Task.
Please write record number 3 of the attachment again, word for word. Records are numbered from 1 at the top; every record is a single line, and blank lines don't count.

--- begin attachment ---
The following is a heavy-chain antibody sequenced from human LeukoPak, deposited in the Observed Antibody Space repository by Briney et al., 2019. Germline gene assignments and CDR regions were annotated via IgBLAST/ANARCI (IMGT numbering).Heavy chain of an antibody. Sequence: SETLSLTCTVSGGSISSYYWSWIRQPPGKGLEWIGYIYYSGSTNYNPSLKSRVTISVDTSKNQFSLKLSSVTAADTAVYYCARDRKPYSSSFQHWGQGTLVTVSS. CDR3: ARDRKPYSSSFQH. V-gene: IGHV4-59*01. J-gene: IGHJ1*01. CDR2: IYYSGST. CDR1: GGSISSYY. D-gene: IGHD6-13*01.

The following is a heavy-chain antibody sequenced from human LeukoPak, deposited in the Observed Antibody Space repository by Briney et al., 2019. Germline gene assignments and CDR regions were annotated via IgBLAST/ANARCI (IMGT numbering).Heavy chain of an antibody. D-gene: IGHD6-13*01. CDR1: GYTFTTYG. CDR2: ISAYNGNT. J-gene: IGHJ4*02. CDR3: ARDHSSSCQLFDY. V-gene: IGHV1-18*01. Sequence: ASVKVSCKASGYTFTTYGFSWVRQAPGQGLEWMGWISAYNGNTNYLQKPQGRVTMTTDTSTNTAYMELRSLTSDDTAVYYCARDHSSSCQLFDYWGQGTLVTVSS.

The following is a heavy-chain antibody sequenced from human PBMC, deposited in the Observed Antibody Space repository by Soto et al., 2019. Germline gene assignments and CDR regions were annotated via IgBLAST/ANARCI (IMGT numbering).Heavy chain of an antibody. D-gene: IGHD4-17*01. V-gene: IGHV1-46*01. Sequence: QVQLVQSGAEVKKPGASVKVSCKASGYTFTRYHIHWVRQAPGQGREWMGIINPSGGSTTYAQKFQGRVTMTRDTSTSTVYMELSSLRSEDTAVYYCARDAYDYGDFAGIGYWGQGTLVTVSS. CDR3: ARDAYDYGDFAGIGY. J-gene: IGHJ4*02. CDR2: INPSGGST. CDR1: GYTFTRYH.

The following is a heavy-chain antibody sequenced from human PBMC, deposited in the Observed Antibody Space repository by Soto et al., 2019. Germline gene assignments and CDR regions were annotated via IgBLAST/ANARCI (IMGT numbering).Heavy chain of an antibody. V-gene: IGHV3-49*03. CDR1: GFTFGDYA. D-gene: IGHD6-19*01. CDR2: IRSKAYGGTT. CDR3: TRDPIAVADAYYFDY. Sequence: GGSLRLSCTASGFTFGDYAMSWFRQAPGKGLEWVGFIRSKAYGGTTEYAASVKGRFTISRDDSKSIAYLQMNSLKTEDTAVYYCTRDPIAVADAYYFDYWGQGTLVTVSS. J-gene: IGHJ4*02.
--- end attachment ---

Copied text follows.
The following is a heavy-chain antibody sequenced from human PBMC, deposited in the Observed Antibody Space repository by Soto et al., 2019. Germline gene assignments and CDR regions were annotated via IgBLAST/ANARCI (IMGT numbering).Heavy chain of an antibody. D-gene: IGHD4-17*01. V-gene: IGHV1-46*01. Sequence: QVQLVQSGAEVKKPGASVKVSCKASGYTFTRYHIHWVRQAPGQGREWMGIINPSGGSTTYAQKFQGRVTMTRDTSTSTVYMELSSLRSEDTAVYYCARDAYDYGDFAGIGYWGQGTLVTVSS. CDR3: ARDAYDYGDFAGIGY. J-gene: IGHJ4*02. CDR2: INPSGGST. CDR1: GYTFTRYH.